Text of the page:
Current practices and advances in pediatric neurosurgery.

Nurs Clin North Am 1997 Mar;32(1):73-96

Neurosurgical Service, Children's Hospital, Boston, Massachusetts 02115, USA.

Advances in the field of neuroscience are enhancing outcomes for pediatric neurosurgical patients. Innovative diagnostic tools that include ventriculoscopy for hydrocephalus; long-term monitoring with subdural and epidural electrodes for seizures; and intraoperative computer-assisted, three-dimensional imaging for tumors are currently aiding neurosurgeons. These advances in the care of pediatric patients require the perioperative nurse to reevaluate and expand the nurse's role to optimize patient outcomes. Read More

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March 1997
2 Reads

Advances in pediatric anesthesia.

Authors:
L S Burns

Nurs Clin North Am 1997 Mar;32(1):45-71

Department of Anesthesia, Children's Hospital, Boston, Massachusetts 02115, USA.

Advances in many aspects of pediatric anesthesia have resulted in a significant reduction in morbidity and mortality in children. Research and development have created vast improvements in pharmacology. Sophisticated monitoring and improvements in equipment evolved from advances made in scientific technology. Read More

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March 1997
2 Reads

Perioperative pain management in children.

Nurs Clin North Am 1997 Mar;32(1):31-44

Pain Treatment Service, Children's Hospital, Boston, Massachusetts 02115, USA.

In this article the authors review the developmental pathophysiology of pain and its effects on children. Assessment modalities for differing developmental levels in the pediatric patient are reviewed. Medical modalities including medications administered orally, patient-controlled analgesia, epidurals, and preemptive analgesia are described. Read More

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March 1997
3 Reads

Pediatric sedation. Essentials for the perioperative nurse.

Nurs Clin North Am 1997 Mar;32(1):17-30

Post Anesthesia Care Unit and Same Day Surgery, Texas Children's Hospital, Houston, Texas 77030, USA.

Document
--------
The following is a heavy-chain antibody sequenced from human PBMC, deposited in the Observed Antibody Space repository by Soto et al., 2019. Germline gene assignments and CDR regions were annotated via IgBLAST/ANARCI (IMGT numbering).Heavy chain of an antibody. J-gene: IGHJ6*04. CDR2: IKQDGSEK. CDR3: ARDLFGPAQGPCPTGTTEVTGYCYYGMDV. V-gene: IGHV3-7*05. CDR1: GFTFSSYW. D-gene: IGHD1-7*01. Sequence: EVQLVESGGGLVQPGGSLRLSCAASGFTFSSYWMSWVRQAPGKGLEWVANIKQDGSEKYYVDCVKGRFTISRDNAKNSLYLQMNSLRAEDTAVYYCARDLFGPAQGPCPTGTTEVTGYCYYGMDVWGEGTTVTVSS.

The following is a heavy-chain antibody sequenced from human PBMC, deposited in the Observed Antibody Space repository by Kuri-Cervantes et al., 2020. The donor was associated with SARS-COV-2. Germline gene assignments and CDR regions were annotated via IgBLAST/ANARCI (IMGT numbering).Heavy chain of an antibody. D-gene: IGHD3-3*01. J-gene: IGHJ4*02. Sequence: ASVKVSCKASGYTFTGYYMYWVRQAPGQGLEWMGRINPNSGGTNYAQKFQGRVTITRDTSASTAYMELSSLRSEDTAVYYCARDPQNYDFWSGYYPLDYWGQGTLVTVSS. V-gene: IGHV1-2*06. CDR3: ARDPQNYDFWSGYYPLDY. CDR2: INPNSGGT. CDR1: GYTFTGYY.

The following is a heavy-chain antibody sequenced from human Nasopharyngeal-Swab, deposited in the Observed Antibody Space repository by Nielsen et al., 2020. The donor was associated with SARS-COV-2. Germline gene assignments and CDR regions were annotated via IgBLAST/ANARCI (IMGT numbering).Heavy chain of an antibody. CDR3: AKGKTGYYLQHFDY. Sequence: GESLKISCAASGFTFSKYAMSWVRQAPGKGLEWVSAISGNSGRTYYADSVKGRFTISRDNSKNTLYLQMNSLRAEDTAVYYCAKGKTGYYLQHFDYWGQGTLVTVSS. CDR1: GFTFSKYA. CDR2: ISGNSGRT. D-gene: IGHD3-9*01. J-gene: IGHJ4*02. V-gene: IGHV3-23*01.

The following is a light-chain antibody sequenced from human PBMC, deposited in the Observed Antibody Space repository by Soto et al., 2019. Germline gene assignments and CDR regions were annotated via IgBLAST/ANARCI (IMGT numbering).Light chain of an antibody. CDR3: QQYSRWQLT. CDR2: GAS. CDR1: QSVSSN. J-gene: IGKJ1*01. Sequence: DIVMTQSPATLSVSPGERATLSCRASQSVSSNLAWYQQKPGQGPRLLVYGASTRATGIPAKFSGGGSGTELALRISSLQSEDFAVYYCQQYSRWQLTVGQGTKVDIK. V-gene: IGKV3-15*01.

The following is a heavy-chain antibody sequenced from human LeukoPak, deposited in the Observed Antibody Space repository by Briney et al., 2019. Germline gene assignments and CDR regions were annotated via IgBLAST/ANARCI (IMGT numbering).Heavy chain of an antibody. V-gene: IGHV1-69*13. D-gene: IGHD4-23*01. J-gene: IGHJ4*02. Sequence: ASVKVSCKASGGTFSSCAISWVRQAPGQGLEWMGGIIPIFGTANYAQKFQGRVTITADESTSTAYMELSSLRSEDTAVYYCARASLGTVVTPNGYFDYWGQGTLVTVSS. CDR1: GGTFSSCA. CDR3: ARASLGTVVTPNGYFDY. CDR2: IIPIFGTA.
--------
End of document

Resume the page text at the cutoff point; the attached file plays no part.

Sedation of children undergoing surgical procedures is one of many issues facing perioperative nurses today. This article reviews relevant professional guidelines for the practice of sedation in children and describes the implications for perioperative nurses. Topics covered include preparation of the patient, monitoring guidelines, and the use of pharmacological agents. Read More

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March 1997
2 Reads

Special considerations for the pediatric perioperative patient. A developmental approach.

Nurs Clin North Am 1997 Mar;32(1):1-16

Perioperative Programs, Children's Hospital, Boston, Massachusetts 02115, USA.

Children are not just small adults. They have unique differences and needs both physiologically and psychosocially. The pediatric perioperative nurse is challenged to meet these needs by incorporating a knowledge of growth and development in all aspects of the plan of care. Read More

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March 1997
3 Reads

Clinical aspects of nurse anesthesia practice. Sedation and monitored anesthesia care.

Authors:
M Booth

Nurs Clin North Am 1996 Sep;31(3):667-82

Department of Nursing Science, Medical College of Pennsylvania, Philadelphia, USA.

Safe monitoring of patients receiving sedation mandates that all care givers recognize the potential physiologic trespass of sedatives, hypnotics, and opioid-like drugs on cerebral or respiratory systems. They must be ready to recognize this affront immediately, have necessary resuscitative equipment available, possess prerequisite skills to intervene in adverse changes, and know when to seek additional help. The long history of CRNA practice has helped to define nursing roles in this important form of perioperative care. Read More

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September 1996
4 Reads

Peer review.

Nurs Clin North Am 1995 Jun;30(2):197-210

Perioperative Nursing Program, Children's Hospital, Boston, Massachusetts, USA.

Peer review is a major component of a professional practice and shared governance model in which professional staff nurses are given responsibility for practice and patient outcomes. Careful planning is necessary for the development of a peer-review program. Components include definition of roles, responsibilities, and performance standards, as well as the development of an evaluation tool and process. Read More